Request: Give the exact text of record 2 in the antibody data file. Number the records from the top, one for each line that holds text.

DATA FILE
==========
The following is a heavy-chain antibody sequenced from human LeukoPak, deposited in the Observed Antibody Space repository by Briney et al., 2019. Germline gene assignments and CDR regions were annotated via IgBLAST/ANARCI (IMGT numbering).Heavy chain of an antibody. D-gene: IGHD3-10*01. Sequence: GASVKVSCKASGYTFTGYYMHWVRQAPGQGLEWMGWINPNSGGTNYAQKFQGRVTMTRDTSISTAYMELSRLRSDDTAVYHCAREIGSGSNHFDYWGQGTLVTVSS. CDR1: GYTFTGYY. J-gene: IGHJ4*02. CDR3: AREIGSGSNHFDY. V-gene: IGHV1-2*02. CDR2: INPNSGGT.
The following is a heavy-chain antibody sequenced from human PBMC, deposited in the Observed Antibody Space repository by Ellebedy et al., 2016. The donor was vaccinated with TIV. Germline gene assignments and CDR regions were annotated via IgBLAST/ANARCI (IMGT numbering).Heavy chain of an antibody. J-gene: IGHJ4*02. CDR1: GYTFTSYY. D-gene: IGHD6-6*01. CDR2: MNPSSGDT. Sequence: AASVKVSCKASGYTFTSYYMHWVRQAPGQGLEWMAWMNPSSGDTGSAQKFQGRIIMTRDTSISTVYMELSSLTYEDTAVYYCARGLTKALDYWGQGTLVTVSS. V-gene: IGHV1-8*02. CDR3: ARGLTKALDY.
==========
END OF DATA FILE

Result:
The following is a heavy-chain antibody sequenced from human PBMC, deposited in the Observed Antibody Space repository by Ellebedy et al., 2016. The donor was vaccinated with TIV. Germline gene assignments and CDR regions were annotated via IgBLAST/ANARCI (IMGT numbering).Heavy chain of an antibody. J-gene: IGHJ4*02. CDR1: GYTFTSYY. D-gene: IGHD6-6*01. CDR2: MNPSSGDT. Sequence: AASVKVSCKASGYTFTSYYMHWVRQAPGQGLEWMAWMNPSSGDTGSAQKFQGRIIMTRDTSISTVYMELSSLTYEDTAVYYCARGLTKALDYWGQGTLVTVSS. V-gene: IGHV1-8*02. CDR3: ARGLTKALDY.